A judge has praised the bravery of a 13-year-old boy who found the courage to tell his parents and the police about how he was raped and abused.
The boy was only 12 when he was forced to take part in a series of sexual acts by a man with severe learning difficulties who approached him on a beach in North Devon.
Richard Marshall hung around sand dunes at Croyde beach and exposed himself to boys using the beach and a nearby skate park.
He raped the boy after forcing him to go down an alleyway near the skate park and ensured his silence by telling him he would be in trouble if anyone found out what he had done.
Marshall went on to make the boy take part in more sex acts by threatening to tell his parents. The boy was confused about what was happening but believed he would be blamed.
The boy was so disgusted that he felt sick on the days after the abuse and took time off school with an upset stomach.
He told friends about the abuse after attending sex education lessons at school which made him realise that he was the victim and that Marshall was the offender. His friends persuaded him to tell his parents, who called the police.
Marshall, aged 29, is a well known character in Croyde, where he used to hang around the beach and surf club. He has severe learning difficulties and local people assumed he was harmless until these offences came to light.
He was ruled to be unfit to plead at Exeter Crown Court so the jury were required to decide whether he had done the acts alleged, rather than reach a conventional verdict of guilty.
Marshall, of Pathfields, Croyde, was found to have committed two counts of rape, one of attempted rape, three of sexual activity in the presence of a child, and two of sexual activity with a child.
Recorder Mr Donald Tait adjourned his sentence and ordered reports about his condition, which will also examine how he can be cared for in the community without posing any further risk. He will be sentenced by a different judge on August 12.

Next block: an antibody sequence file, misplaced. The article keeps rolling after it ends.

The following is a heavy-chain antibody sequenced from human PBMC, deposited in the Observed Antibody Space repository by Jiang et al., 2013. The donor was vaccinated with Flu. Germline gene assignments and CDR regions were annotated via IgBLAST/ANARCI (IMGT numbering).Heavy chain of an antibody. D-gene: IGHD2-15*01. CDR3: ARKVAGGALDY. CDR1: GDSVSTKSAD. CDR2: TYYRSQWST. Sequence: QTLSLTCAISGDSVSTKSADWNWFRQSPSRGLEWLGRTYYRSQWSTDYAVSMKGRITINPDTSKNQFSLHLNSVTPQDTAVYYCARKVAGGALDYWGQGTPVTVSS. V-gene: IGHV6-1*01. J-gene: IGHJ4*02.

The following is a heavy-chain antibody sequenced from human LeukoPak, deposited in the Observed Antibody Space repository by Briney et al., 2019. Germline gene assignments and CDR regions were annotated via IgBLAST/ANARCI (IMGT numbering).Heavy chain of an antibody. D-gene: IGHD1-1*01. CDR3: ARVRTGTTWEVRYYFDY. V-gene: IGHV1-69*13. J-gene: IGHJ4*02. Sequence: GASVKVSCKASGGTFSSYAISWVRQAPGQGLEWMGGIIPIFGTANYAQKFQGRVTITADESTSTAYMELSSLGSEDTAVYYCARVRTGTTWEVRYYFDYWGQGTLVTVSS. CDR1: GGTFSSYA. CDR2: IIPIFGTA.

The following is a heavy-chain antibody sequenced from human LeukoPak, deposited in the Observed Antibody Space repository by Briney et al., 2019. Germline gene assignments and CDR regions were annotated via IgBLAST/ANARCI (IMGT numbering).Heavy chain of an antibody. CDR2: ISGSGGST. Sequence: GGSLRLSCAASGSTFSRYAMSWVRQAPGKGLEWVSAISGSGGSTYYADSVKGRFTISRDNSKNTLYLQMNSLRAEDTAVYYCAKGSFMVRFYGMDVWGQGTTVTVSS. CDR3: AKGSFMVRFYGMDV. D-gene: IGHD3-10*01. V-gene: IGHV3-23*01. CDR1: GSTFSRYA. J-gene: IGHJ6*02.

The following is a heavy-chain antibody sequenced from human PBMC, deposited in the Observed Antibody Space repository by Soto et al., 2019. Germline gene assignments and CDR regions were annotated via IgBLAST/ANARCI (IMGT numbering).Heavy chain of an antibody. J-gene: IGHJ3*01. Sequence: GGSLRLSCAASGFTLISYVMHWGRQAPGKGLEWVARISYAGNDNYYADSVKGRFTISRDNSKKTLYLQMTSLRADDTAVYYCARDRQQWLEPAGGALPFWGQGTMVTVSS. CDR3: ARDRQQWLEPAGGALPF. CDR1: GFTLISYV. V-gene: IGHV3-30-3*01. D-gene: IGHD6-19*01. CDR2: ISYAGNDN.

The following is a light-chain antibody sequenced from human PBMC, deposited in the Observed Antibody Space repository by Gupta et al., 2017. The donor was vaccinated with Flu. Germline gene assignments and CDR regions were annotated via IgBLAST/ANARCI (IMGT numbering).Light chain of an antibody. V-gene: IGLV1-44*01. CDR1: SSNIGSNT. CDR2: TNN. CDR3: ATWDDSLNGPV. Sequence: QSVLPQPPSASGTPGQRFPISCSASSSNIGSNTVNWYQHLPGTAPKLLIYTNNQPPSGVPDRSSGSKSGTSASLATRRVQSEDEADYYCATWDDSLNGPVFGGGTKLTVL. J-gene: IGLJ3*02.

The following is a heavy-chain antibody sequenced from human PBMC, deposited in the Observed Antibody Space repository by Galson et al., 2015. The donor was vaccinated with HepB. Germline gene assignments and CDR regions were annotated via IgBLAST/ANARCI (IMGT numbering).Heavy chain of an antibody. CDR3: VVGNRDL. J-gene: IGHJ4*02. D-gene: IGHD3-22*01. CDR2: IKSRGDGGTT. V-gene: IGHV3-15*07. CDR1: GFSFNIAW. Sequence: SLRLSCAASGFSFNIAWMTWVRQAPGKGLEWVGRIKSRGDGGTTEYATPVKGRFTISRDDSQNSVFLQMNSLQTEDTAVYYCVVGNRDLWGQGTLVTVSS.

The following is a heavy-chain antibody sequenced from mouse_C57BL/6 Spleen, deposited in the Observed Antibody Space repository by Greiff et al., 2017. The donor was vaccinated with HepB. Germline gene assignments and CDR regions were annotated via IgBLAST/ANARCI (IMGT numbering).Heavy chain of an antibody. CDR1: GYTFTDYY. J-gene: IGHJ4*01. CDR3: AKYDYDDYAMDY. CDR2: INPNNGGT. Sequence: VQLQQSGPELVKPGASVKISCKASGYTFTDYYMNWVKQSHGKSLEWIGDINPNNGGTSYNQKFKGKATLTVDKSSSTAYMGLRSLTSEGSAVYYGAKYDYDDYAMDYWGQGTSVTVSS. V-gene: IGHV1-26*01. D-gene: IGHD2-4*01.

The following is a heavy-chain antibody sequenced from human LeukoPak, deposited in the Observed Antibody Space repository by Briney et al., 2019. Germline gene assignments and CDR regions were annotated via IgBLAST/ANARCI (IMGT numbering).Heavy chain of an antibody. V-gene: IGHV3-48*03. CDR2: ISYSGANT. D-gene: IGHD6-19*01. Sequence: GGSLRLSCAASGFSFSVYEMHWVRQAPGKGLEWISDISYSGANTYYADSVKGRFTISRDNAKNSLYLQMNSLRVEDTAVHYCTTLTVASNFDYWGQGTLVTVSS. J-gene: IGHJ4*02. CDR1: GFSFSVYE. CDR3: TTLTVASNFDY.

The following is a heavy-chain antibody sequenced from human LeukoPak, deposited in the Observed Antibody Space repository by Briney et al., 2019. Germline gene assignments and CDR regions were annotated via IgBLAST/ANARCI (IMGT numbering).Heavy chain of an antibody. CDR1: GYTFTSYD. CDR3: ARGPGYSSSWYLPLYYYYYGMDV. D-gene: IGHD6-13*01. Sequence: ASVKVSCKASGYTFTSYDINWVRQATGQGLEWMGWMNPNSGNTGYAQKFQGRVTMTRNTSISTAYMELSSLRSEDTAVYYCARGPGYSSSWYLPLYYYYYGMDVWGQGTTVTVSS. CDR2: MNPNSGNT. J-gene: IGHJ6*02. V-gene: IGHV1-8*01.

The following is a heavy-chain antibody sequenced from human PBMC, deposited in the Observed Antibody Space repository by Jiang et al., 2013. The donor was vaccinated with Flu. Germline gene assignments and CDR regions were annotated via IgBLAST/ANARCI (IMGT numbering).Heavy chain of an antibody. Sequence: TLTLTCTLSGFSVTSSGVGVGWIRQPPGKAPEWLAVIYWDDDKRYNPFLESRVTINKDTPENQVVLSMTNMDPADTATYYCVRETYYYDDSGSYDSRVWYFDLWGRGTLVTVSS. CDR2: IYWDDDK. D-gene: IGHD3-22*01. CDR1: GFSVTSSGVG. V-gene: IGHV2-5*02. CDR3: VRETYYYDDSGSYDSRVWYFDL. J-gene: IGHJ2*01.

He said: "The sentencing powers for these offences are relatively limited because of the defendant's particular difficulties, but the judge will sentence in due course in accordance with the law.
"This has been a rather unusual case but the three lads who the jury heard from seemed thoroughly decent young men and I hope the victim can put this behind him and get on with his life.
"He had the good sense, with the help of his friends, to tell his parents. So often, people do not do so for years and years and years and it haunts the rest of their lives, so he did the right thing."
Rachel Drake, prosecuting, said Marshall was a well known local character in Croyde, where he hung around the beach, surf club and skate park.
The victim went to the police after he told friends about the abuse and one of them revealed he had also seen Marshall exposing himself in dunes near the beach.
Miss Emily Pitts, defending, said probation and psychological will be needed before sentence.